Online FOCUS magazine interviewed German historian Wolfgang Wippermann on the subject of the WBGU and Hans Schellnhuber’s “master plan” for transforming global society: World in Transition – A Social Contract for Sustainability.The WBGU acts as Angela Merkel’s science advisory board (believe it, or not). Schellnhuber, its director, is also director of the Potsdam Institute For Climate Impact Research (PIK).
The Wippermann interview is the latest in a series of intense criticisms by German mainstream media aimed at the worrisome anti-democratic and authoritarian views expressed by factions of the German scientific community such as the PIK, WBGU and the German government lately, see here, here and here.
Wippermann, who is an expert on authoritarianism, fires extremely harsh words at the WBGU and its seemingly out-of-control Professor Schellnhuber, calling the authors of the WBGU social contract “fanatics” and the language “worrisome”.
What follows are summarized excerpts of the FOCUS interview.
FOCUS: What does the language in the paper remind you of?
Wippermann: The language is scary and it makes me afraid. Those who speak like that behave the same way. It is a negative Utopia, a dystopia. When Utopian minds are at work, it is always dangerous.
FOCUS: What world view do you see in the text?
Wippermann: Here we are dealing with scientific fanatics who want to assert their ideas. It makes me wonder that we are discussing this for the first time, and how little it has been discussed in the public up to now.
FOCUS: What about the role of science in politics?
Wippermann: First off: the German government should have distanced itself from the WBGU long ago. It just cannot be. In short, you just cannot say that you demand some other democracy, a different state and a different world order. It is unacceptable.
FOCUS: How could scientists write such a paper?
Wippermann: I’m afraid this is not just thoughtlessness. It goes a lot further than how to make the world a better place. The authors are suggesting a climate dictatorship, the Climate State – and one that is truly extensive and far-reaching. For example, they want to abolish national states.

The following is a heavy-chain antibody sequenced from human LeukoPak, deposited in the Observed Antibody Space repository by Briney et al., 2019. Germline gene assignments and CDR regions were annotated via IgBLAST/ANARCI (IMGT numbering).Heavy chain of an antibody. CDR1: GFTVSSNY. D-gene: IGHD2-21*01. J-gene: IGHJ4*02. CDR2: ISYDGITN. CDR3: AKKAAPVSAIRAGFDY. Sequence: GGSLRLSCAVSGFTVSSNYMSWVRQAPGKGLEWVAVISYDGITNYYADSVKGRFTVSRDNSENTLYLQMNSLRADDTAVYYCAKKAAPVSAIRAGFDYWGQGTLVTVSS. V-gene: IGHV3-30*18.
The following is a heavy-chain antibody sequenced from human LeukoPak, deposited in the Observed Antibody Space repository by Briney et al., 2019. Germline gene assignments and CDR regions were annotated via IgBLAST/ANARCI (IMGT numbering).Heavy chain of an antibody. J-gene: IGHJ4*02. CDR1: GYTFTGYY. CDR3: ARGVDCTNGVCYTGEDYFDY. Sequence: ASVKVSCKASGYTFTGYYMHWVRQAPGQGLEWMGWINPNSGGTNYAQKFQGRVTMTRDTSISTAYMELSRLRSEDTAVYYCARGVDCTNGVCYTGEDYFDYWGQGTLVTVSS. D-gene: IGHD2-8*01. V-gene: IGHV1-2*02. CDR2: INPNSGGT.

FOCUS: But this paper was written by leading scientists.
Wippermann: Also a science can become a religion. When they demand a transnational democracy – whatever that may be – it’ll be a dictatorship.
FOCUS: But they claim it’s for democracy
Wippermann: From history we know of enough people who wanted to make the world a better place after having prophesized the end of the world and bringing an undemocratic system that forces others to accept their views. And why is it that the Germans again have to save the planet, and not only prophesize its downfall? Does the world always have to be measured using a German yardstick? Who do the authors think they are? Such arrogance.
FOCUS: What spirit does the call to action radiate?
Wippermann: The paper disastrously follows the tradition of “Revolutionary Messianism“, which was analyzed by Norman Cohn. There’s a line of “Revolutionary Messianism“ from the Medieval Times to modern totalitarian movements.
FOCUS: Aren’t humanists more prone to all this than natural scientists?
Wippermann: Natural scientists deal directly with people. Think for a minute what emerged from “eugenics”. These scientists here can actually do politics.
Wolfgang Wippermann is a professor at the Friedrich-Meinecke-Institute at the Free University of Berlin. He also teaches at the University of Arts in Berlin. He was a guest professor in Innsbruck, Peking (Teachers College), Indiana University, University of Minnesota and Duke University. Wippermann’ s main area of research is ideology history. His primary areas include antiziganism, theory of fascism, history of communism, anti-Semitism and the historical role of demonology and demonization of societal fringe groups. Wippermann is the author of numerous publications.